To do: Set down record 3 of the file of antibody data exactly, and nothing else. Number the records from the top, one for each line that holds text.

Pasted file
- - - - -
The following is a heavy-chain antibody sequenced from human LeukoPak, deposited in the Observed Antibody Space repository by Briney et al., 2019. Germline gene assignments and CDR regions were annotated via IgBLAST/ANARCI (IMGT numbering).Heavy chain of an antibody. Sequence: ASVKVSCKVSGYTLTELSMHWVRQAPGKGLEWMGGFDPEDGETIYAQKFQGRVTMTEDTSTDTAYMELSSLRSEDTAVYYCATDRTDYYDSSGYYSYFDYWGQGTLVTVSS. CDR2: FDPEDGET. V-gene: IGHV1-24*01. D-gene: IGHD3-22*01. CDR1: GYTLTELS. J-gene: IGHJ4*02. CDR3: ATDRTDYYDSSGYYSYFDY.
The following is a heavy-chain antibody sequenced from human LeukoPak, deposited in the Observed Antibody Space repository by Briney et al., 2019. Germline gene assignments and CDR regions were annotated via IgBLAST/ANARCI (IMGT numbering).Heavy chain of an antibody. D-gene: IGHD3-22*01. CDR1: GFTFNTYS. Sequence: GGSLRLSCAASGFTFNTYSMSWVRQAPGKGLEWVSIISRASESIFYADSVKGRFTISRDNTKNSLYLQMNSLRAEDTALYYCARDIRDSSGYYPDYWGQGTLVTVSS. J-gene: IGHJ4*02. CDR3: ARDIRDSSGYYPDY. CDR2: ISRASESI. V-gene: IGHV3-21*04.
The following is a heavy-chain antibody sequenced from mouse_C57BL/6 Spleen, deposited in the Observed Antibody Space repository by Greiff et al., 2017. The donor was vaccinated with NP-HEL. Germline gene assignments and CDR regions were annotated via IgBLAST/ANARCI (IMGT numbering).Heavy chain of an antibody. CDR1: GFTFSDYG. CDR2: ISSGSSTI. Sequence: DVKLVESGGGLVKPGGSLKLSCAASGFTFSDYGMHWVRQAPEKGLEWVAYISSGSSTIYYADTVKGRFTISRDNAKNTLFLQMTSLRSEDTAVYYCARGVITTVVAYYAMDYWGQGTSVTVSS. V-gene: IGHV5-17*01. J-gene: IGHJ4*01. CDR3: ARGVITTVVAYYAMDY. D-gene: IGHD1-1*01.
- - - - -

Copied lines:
The following is a heavy-chain antibody sequenced from mouse_C57BL/6 Spleen, deposited in the Observed Antibody Space repository by Greiff et al., 2017. The donor was vaccinated with NP-HEL. Germline gene assignments and CDR regions were annotated via IgBLAST/ANARCI (IMGT numbering).Heavy chain of an antibody. CDR1: GFTFSDYG. CDR2: ISSGSSTI. Sequence: DVKLVESGGGLVKPGGSLKLSCAASGFTFSDYGMHWVRQAPEKGLEWVAYISSGSSTIYYADTVKGRFTISRDNAKNTLFLQMTSLRSEDTAVYYCARGVITTVVAYYAMDYWGQGTSVTVSS. V-gene: IGHV5-17*01. J-gene: IGHJ4*01. CDR3: ARGVITTVVAYYAMDY. D-gene: IGHD1-1*01.